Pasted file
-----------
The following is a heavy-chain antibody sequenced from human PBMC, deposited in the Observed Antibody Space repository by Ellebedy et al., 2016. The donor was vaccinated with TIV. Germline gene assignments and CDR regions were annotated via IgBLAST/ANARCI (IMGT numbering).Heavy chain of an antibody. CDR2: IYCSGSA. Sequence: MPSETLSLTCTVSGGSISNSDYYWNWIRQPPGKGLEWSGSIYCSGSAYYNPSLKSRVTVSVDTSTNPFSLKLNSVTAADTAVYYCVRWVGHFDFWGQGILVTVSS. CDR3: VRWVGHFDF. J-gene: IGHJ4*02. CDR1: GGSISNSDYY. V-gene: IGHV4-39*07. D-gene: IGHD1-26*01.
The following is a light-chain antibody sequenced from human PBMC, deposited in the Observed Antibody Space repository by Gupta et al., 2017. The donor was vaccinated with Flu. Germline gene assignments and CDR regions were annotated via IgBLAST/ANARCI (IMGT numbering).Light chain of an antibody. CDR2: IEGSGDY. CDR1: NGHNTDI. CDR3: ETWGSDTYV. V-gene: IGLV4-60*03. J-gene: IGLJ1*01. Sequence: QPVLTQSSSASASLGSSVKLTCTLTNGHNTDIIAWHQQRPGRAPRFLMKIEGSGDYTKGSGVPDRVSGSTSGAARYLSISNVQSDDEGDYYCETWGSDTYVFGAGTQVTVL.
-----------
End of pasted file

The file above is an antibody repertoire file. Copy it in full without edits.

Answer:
The following is a heavy-chain antibody sequenced from human PBMC, deposited in the Observed Antibody Space repository by Ellebedy et al., 2016. The donor was vaccinated with TIV. Germline gene assignments and CDR regions were annotated via IgBLAST/ANARCI (IMGT numbering).Heavy chain of an antibody. CDR2: IYCSGSA. Sequence: MPSETLSLTCTVSGGSISNSDYYWNWIRQPPGKGLEWSGSIYCSGSAYYNPSLKSRVTVSVDTSTNPFSLKLNSVTAADTAVYYCVRWVGHFDFWGQGILVTVSS. CDR3: VRWVGHFDF. J-gene: IGHJ4*02. CDR1: GGSISNSDYY. V-gene: IGHV4-39*07. D-gene: IGHD1-26*01.
The following is a light-chain antibody sequenced from human PBMC, deposited in the Observed Antibody Space repository by Gupta et al., 2017. The donor was vaccinated with Flu. Germline gene assignments and CDR regions were annotated via IgBLAST/ANARCI (IMGT numbering).Light chain of an antibody. CDR2: IEGSGDY. CDR1: NGHNTDI. CDR3: ETWGSDTYV. V-gene: IGLV4-60*03. J-gene: IGLJ1*01. Sequence: QPVLTQSSSASASLGSSVKLTCTLTNGHNTDIIAWHQQRPGRAPRFLMKIEGSGDYTKGSGVPDRVSGSTSGAARYLSISNVQSDDEGDYYCETWGSDTYVFGAGTQVTVL.